- Tool and die makers learn their trade through 4 or 5 years of education and training in formal apprenticeships, postsecondary programs, or informal on-the-job training.
- Advancements in automation and increased imports of precision metal products will contribute to the projected decline in employment; nevertheless, jobseekers with the appropriate skills and background should enjoy excellent opportunities.
Tool and die makers are among the most highly skilled production workers in the economy. These workers produce tools, dies, and special guiding and holding devices that enable machines to manufacture a variety of products we use dailyfrom clothing and furniture to heavy equipment and parts for aircraft.
Toolmakers craft precision tools which are used to cut, shape, and form metal and other materials. They also produce jigs and fixtures (devices that hold metal while it is bored, stamped, or drilled) and gauges and other measuring devices. Diemakers construct metal forms (dies) that are used to shape metal in stamping and forging operations. They also make metal molds for diecasting and for molding plastics, ceramics, and composite materials. In addition to developing, designing and producing new tools and dies, these workers may also repair worn or damaged tools, dies, gauges, jigs, and fixtures.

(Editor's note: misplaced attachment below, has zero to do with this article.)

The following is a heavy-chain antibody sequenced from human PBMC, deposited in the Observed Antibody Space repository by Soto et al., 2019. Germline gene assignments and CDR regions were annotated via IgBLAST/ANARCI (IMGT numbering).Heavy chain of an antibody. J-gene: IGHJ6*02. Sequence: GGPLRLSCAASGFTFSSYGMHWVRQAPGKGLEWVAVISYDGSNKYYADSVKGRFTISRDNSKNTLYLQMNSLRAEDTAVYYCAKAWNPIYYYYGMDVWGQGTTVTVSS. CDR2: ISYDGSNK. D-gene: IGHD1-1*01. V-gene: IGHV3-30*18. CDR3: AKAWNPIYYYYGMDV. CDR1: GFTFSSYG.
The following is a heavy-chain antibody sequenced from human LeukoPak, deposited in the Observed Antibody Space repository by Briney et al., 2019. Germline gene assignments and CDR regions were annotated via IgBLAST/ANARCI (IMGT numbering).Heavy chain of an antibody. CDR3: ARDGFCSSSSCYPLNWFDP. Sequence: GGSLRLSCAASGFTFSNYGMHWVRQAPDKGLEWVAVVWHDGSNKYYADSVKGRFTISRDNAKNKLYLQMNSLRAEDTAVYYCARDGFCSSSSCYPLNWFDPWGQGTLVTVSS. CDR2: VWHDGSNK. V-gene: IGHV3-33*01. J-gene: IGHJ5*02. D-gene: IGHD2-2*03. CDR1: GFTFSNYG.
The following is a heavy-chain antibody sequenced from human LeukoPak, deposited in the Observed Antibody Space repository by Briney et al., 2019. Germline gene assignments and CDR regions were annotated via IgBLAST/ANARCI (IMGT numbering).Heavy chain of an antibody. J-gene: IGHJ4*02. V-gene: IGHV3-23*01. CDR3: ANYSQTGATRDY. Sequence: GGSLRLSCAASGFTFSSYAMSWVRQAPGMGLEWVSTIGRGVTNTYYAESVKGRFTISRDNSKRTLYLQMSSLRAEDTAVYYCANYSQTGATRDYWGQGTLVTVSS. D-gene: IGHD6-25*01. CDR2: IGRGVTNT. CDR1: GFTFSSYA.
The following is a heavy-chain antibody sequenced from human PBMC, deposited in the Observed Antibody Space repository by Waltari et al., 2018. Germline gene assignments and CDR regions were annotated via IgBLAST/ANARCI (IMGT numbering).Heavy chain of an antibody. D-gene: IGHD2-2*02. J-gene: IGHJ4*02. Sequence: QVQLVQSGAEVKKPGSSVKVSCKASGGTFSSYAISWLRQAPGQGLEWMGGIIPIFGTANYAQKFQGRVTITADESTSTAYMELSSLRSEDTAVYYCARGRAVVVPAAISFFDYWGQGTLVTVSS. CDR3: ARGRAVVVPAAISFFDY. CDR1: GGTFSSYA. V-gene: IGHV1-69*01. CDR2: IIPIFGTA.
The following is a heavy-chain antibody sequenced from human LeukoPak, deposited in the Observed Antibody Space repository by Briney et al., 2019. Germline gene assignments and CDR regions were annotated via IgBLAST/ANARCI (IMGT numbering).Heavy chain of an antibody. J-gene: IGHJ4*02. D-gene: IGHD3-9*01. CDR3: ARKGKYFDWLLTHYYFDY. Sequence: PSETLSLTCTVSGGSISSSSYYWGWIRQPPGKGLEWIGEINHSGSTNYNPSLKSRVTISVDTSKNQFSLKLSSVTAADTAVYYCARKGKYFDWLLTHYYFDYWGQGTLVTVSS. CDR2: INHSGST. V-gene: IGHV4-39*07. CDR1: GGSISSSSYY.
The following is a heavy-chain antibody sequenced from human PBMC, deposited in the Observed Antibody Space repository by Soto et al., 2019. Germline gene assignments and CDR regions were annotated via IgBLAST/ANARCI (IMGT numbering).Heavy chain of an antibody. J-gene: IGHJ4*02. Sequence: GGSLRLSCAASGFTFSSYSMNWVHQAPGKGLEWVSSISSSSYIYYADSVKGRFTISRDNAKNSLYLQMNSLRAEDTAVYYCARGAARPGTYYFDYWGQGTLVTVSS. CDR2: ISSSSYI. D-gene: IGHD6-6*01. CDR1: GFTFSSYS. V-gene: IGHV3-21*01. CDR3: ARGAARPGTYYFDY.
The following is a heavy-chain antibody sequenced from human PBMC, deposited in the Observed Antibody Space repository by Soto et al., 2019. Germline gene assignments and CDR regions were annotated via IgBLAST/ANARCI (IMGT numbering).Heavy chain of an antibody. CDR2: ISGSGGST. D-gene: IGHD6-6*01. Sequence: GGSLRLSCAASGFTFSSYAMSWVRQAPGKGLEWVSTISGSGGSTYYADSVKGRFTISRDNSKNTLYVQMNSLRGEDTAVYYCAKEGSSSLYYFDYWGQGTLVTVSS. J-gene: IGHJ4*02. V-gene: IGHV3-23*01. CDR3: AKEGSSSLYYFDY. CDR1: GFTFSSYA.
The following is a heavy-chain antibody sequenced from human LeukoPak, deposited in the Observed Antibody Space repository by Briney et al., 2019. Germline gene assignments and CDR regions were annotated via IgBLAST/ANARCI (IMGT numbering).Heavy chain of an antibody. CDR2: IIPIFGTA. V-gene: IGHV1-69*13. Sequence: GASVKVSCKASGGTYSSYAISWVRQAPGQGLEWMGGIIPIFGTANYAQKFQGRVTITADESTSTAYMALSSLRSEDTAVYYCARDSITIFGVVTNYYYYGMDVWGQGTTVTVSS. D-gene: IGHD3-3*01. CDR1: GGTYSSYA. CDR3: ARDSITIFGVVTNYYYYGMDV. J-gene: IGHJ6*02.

To perform these functions, tool and die makers employ many types of machine tools and precision measuring instruments. They must also be familiar with the machining properties, such as hardness and heat tolerance, of a wide variety of common metals and alloys. As a result, tool and die makers usually must have a much broader knowledge of machining operations, mathematics, and blueprint reading than most other machining workers.
Working from blueprints or instructions, tool and die makers first must plan the sequence of operations necessary to manufacture the tool or die. Next, they measure and mark the pieces of metal that will be cut to form parts of the final product. At this point, tool and die makers cut, drill, or bore the part as required, checking to ensure that the final product meets specifications. Finally, these workers assemble the parts and perform finishing jobs such as filing, grinding, and polishing surfaces.
Modern technology is helping to change the ways that tool and die makers perform their jobs. For example, these workers increasingly use computer-aided design (CAD) to develop products and parts. Specifications entered into computer programs can be used to electronically develop drawings for the required tools and dies. The electronic drawings are then processed by a computer-aided manufacturing (CAM) program to calculate cutting tool paths and the sequence of operations. Once these instructions are developed, computer numerically controlled (CNC) machines usually are used to produce the die. Programs can also be electronically stored and adapted for future use, saving time and increasing worker productivity.